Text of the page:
Earth Eats: Real Food, Green Living

Turtle Soup, Big Red Eats Green, Okra From The Garden

Turtle soup in southern Indiana. Okra fresh and raw. Growing food with less water. And, a local food party on campus. Take a listen!

okra plant

Photo: Ken Slade (Flickr)

Okra is a member of the hibiscus family so the plant produces one of the most beautiful blooms in the vegetable garden. The fruit of the plant is often deep-fried or stewed, but Chef Daniel Orr rarely cooks what’s typical! How about a raw okra salad?

It’s really a vegetable soup, and you use beef and chicken and all the vegetables, like your corn and green beans and your peas and your carrots and your celery.

Sounds pretty typical. But add turtle and you have a southern Indiana delicacy. Traditional Arts Indiana talks to cooks and restaurant owners to learn about the tradition of Turtle Soup.

Farmers are anticipating a future with more frequent droughts. How growers are adapting to growing food with less water, a story from Harvest Public Media.

Daniel Orr’s garden is thriving. He picks some okra and serves it up raw — that’s right, not deep-fried!

And taste your way through Big Red Eats Green, an event on the Indiana University campus where students rub elbows with restaurants serving up local food.

News Stories:

Stories On This Episode

Farmers Look To Do More With Less Water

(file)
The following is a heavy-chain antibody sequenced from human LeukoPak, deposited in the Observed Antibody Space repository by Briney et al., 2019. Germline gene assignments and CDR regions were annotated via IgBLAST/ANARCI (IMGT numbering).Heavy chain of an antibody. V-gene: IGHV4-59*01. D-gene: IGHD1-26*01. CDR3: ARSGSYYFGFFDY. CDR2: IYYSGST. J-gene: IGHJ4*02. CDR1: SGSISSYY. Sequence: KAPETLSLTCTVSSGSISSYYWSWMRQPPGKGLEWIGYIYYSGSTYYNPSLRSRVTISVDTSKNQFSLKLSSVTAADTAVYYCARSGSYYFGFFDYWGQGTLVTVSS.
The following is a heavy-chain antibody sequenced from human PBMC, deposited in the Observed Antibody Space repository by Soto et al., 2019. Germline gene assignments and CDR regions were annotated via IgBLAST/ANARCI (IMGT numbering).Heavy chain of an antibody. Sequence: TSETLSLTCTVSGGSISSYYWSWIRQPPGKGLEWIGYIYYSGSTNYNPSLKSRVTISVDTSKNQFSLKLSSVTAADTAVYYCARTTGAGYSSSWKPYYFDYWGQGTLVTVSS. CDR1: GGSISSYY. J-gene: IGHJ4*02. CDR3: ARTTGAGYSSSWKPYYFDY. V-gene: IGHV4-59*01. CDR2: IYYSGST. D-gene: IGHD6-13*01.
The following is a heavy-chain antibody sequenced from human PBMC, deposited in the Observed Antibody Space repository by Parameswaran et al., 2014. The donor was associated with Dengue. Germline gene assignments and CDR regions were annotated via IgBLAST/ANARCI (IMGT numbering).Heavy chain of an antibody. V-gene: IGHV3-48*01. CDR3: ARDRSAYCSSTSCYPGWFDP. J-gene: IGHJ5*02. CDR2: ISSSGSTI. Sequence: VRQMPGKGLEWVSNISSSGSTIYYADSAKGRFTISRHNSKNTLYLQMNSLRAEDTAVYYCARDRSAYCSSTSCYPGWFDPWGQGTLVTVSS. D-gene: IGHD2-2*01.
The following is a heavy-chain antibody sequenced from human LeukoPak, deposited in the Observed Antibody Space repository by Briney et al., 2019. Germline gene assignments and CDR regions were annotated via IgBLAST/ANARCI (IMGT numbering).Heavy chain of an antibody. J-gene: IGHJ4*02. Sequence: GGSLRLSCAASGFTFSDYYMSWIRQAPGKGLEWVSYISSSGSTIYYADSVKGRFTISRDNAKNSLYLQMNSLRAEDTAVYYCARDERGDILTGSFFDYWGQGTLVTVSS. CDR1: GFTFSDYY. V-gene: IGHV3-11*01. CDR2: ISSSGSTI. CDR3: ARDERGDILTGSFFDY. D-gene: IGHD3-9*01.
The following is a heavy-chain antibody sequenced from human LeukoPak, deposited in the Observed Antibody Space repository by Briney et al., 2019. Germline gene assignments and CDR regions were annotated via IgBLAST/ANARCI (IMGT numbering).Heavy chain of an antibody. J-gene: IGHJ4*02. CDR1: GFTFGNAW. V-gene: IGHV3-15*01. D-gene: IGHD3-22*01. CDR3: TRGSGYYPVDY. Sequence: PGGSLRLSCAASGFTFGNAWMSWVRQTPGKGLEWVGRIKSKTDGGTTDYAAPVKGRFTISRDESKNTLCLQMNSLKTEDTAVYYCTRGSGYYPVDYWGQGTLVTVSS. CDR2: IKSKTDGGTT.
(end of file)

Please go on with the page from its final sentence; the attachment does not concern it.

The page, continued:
0819_efficient-irrigation-trout

The future of agriculture across the Great Plains hinges on water. Without it, nothing can grow.

Second Servings: Turtle Soup

turtle-soup

Traditional Arts Indiana visits folks at a number of restaurants and diners in Dubois County that serve variations on turtle soup.

Students Rub Elbows With Local Foodies At Big Red Eats Green

customer at rainbow bakery

Local restaurants and growers set up tents on the IU campus to show students all the diversity and deliciousness the local food scene has to offer.

Raw Okra Salad With Southern Indiana Vinaigrette

raw okra salad

Choose small, young okra for this recipe. They get more fibrous and are less ideal for raw dishes as they get larger.

Annie Corrigan

Annie Corrigan is a producer and announcer for WFIU. In addition to serving as the local voice for NPR's Morning Edition, she produces WFIU's weekly sustainable food program Earth Eats. She earned degrees in oboe performance from Indiana University and Bowling Green State University.

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